Here's my rather boring desktop. Quick question - how do I configure the Window List on Gnome Panel to show icons only, rather than icon+text for active windows? For example, I want just the Pidgin icon, not icon + [Buddy List]. I've been digging and a-Googling but to no avail. I assume it's possible?
Why are you still on 7? Why haven't you moved to 8? Just asking.
I am on 8, I just forgot to update my profile :-)
Edit - IT WORKS!
Had a complete "clutching at straws" moment and uninstalled the Ubuntu specific Skype package and reinstalled the Debian Lenny package instead. I have no idea how or why, but test call now WORKS with no twiddling, swearing or dangerously high tea intake.
[frantically notes down all settings and backs everything up]
While I certainly do seem to be in the minority, I have had a fair amount of success getting Pulse Audio to work. So are you using a program which uses ALSA or OSS to attempt to capture sound from the mic, if so are you sure you have the mic volume turned on and unmuted via the it's mixer *in addition to* the Pulse Mixer? Does the audio capture device appear on the list of Input Devices in the pulse audio volume control?
Using Sound Recorder to test capture, which works fine. Firing up Skype gives only "PulseAudio (local sound server)" in the sound options, whereas previous versions had a dropdown where you could specify other devices (HDA Intel xxx). I've checked in Alsamixer, pavucontrol, paman and any other Pulse control you care to mention - nothing is muted and the mic is recognised, it just doesn't work. I've searched forums, FAQs and documentation and there doesn't seem to be an obvious fix. I'm sure PulseAudio has its uses, but for the average user who just wants BASIC AUDIO FEATURES TO WORK it's a right royal pain in the arse. Why on Earth should I have to check two or three obscure mixer settings to get an inbuilt mic to work? The Skype FAQ talks about PA "autospawning" on launch, but doesn't really offer a fix. It's crazy and has to be damaging take-up of Linux on the desktop. A normal user isn't going to have a CLUE how to fix the problem, they just want to click "record" and for sound to, well, record. This is on a bog standard Mint 8 install as well, we're not talking a custom Gentoo install or anything, this is an out of the box Ubuntu system. Linux for Human Beings....who don't want audio.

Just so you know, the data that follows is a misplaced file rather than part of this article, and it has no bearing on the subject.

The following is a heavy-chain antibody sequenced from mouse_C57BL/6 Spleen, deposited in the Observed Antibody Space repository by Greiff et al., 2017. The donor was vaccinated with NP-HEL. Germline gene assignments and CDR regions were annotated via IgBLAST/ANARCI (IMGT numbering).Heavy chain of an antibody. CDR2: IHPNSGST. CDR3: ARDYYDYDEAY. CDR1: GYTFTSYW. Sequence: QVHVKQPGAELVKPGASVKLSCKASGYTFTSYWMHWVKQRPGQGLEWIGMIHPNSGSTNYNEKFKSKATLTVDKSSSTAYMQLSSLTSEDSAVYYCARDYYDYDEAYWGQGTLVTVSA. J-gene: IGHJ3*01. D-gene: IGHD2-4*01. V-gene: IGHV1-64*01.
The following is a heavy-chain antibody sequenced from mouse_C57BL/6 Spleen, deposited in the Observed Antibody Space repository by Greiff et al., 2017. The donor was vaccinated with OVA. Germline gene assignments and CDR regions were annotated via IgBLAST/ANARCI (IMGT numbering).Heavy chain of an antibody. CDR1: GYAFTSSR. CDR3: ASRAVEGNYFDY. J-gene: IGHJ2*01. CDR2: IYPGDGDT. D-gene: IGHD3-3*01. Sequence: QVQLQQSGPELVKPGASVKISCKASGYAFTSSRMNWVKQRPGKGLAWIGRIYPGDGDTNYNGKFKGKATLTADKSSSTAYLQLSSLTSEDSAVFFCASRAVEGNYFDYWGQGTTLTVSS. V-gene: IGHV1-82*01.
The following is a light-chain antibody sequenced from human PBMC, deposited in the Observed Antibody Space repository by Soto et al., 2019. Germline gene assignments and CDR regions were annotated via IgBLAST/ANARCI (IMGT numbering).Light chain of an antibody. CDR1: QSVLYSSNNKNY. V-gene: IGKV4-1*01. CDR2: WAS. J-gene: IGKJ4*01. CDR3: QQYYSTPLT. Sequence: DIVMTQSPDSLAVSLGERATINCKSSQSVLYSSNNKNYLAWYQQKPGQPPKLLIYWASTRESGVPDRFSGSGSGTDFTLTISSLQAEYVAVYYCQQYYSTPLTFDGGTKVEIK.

You may have gathered this is driving me MAD.
. Now, what odds it'll work out of the box with Skype? Stay tuned...
Aaaaand the answer to that was "No". Skype 2.1.047 gives me no input options other than the local server (so Pulse) and the test call isn't hearing anything, yet the internal mic works in Sound Recorder. ARGH! No amount of twiddling in pavucontrol and padevchooser seems to sort it. Bastard Pulse bloody Audio. Grrr. How can it be so difficult to get a bloody mic working?! Time for a generic external mic maybe?
Well, we have a reprieve of sorts. This post is coming from the Mint 8 liveCD, and would you believe it, the internal mic works. The volume control and Sound Recorder options are also far less cluttered now, which helps. Was just a case of checking nothing was muted and selecting mic one or mic two. I'm wondering if it was also kernel related, as both Mint 8 and OpenSUSE are using 2.6.31, whereas I was previously on 2.6.27.x. Anyway, one less thing to stress about. Now, what odds it'll work out of the box with Skype? Stay tuned...